Clinical features
Clinical features
Clinical features
Clinical features
Category: medicinemedicine

Kyasanur forest disease (KFD)


Prof. A.Z.Kutmanova

2. Definition

• KFD is a tick-borne viral haemorrhagic
fever endemic (constant presence of
disease) in Karnataka State, India. It is also
referred as monkey fever by local people.
• The virus causing the disease: KFD virus
(KFDV) is a member of the genus Flavivirus
and family Flaviviridae.

3. Definition

• KFDV was first identified in 1957, when an
illness occurred in monkeys (the black faced
langur and the red faced bonnet monkey) in
Kyasanur Forest area of Shimoga district,
Karnataka State along with febrile illness and
few deaths in humans in neighborhood area
(Sagar taluk of Shimoga district).


During 2012-2013,
disease was
reported from new
districts and new
states in India:
district, Karnataka
State; Waynad and
districts, Kerala State
and Nilgiri district,
Tamilnadu State.

5. Epidemiology

KFD virus circulates through
small mammals such as
rodents, shrews, ground birds
and an array of tick species
including Haemaphysalis
spinigera. When monkeys
come in contact with the
infected ticks, they get
infected, amplify and
disseminate the infection
creating hot spots of infection.
The people who pass through
the forest are bitten by the
infected nymphs of H.
spinigera, which are highly

6. Clinical features

• The onset is sudden with chills, frontal headache and
high fever about 40 C.
• The clinical symptoms include continuous fever for 12
days or longer, usually associated with severe myalgia,
cough, diarrhea, vomiting and photophobia.
• The incubation period is of 2-7 days.
There is severe myalgia, which is reminiscent of
Body pains are of high intensity at the nape of the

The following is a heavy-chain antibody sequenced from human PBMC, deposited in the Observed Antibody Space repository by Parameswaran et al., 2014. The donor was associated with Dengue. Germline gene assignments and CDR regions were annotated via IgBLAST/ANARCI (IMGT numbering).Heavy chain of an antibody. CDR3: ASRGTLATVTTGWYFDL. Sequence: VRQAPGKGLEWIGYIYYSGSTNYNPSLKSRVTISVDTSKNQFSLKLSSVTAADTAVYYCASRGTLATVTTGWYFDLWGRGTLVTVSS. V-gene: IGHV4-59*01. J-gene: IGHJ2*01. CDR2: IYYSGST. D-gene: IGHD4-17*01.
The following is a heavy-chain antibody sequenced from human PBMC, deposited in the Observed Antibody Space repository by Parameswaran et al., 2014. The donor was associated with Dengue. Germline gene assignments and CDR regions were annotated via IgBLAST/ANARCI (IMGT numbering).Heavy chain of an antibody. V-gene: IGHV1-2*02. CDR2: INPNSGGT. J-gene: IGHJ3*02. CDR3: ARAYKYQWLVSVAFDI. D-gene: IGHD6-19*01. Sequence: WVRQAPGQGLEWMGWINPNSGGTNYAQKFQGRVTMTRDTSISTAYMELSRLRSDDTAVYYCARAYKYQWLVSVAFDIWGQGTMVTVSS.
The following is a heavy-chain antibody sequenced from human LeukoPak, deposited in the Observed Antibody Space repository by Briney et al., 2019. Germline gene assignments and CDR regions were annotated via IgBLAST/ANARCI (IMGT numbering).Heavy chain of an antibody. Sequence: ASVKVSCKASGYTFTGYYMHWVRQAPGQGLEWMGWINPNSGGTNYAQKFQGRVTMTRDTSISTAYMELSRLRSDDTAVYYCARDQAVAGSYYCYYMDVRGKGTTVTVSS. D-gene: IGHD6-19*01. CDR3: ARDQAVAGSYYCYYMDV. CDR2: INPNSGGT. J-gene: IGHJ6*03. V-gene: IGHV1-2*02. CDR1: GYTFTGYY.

neck, lumbar region and calf muscles.

7. Clinical features

• Diarrhoea and vomiting occur by the third or
fourth day of illness.
• Bleeding from the nose, gums and intestines
begins as early as the third day, but the majority
of cases run a full course without any
haemorrhagic symptoms.
• Gastrointestinal bleeding is evidenced by
haematemesis or fresh blood in the stools.
• Some patients have persistent cough, with
blood-tinged sputum and occasionally
substantial haemoptysis.

8. Clinical features

• Physical examinations during the first few days of
illness reveal an acutely ill, febrile patient with a severe
degree of prostration. There is usually conjunctival
suffusion and photophobia.
• The cervical lymph nodes are usually palpable, as are
the axillary epitrochlear lymph nodes in some cases.
A very constant feature is the appearance of
papulovesicular lesions on the soft palate, but no skin
eruption has been noted.

9. Clinical features

•The convalescent phase of the disease is
prolonged. Often, the disease runs a biphasic
course; the second phase occurs after a febrile
period of 1 to 2 weeks.
•The fever lasts from 2 to 12 days. It is initiated
by headache and by this time abnormalities of
the central nervous system are generally present.
Neck stiffness, mental disturbance, coarse
tremors, giddiness, and abnormality of reflexes
are noted

10. Diagnosis

• Diagnosis is mainly syndromic.
• Laboratory tests include Hemagglutination
inhibition, immunofluorescence and
neutralization tests. Neutralization test is most
useful for
NIV has developed an inactivated chick embryo tissue culture
vaccine against KFD. This vaccine evokes neutralizing
antibodies response in about 70% of the vaccinated persons.
The technology has been transferred to the Karnataka Public
Health Department for production and vaccination.

11. Treatment

• No specific treatment for KFD is available;
however, supportive therapy is important. This
includes maintenance of hydration and the
usual precautions for patients with bleeding
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